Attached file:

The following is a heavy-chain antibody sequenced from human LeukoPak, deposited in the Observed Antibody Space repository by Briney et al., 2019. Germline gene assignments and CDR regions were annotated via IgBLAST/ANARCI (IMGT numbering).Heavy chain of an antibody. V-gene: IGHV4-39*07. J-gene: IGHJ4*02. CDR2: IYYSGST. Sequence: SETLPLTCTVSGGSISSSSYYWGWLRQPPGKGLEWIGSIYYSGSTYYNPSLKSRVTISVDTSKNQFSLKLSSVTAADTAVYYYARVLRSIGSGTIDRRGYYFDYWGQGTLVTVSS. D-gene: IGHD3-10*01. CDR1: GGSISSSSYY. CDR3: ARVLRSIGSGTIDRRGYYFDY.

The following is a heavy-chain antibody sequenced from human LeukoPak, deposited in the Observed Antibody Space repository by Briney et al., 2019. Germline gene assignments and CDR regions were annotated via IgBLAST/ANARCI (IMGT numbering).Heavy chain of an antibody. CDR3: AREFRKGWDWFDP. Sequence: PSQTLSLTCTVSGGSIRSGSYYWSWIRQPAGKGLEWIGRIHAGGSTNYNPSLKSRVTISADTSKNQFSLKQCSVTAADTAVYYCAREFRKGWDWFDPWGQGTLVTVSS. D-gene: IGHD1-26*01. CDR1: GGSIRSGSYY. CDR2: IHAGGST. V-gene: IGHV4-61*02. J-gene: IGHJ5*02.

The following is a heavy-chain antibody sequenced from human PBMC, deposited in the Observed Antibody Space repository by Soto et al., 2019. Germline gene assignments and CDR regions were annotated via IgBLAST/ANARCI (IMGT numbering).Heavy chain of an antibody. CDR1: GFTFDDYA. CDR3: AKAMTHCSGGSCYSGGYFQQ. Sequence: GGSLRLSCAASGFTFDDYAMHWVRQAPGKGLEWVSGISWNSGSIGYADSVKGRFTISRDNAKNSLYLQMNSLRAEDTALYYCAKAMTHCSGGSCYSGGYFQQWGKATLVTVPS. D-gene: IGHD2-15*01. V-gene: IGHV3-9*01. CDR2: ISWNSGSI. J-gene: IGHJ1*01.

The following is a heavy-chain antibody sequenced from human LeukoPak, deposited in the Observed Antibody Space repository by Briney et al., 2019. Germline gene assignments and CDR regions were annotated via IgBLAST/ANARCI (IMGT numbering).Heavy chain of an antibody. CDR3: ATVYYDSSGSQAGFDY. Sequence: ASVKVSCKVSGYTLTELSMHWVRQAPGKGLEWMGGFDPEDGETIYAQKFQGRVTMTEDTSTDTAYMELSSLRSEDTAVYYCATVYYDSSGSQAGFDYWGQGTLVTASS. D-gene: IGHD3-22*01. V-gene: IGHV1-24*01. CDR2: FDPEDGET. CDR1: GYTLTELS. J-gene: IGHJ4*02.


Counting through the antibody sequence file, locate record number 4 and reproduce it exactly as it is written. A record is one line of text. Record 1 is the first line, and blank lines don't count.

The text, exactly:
The following is a heavy-chain antibody sequenced from human LeukoPak, deposited in the Observed Antibody Space repository by Briney et al., 2019. Germline gene assignments and CDR regions were annotated via IgBLAST/ANARCI (IMGT numbering).Heavy chain of an antibody. CDR3: ATVYYDSSGSQAGFDY. Sequence: ASVKVSCKVSGYTLTELSMHWVRQAPGKGLEWMGGFDPEDGETIYAQKFQGRVTMTEDTSTDTAYMELSSLRSEDTAVYYCATVYYDSSGSQAGFDYWGQGTLVTASS. D-gene: IGHD3-22*01. V-gene: IGHV1-24*01. CDR2: FDPEDGET. CDR1: GYTLTELS. J-gene: IGHJ4*02.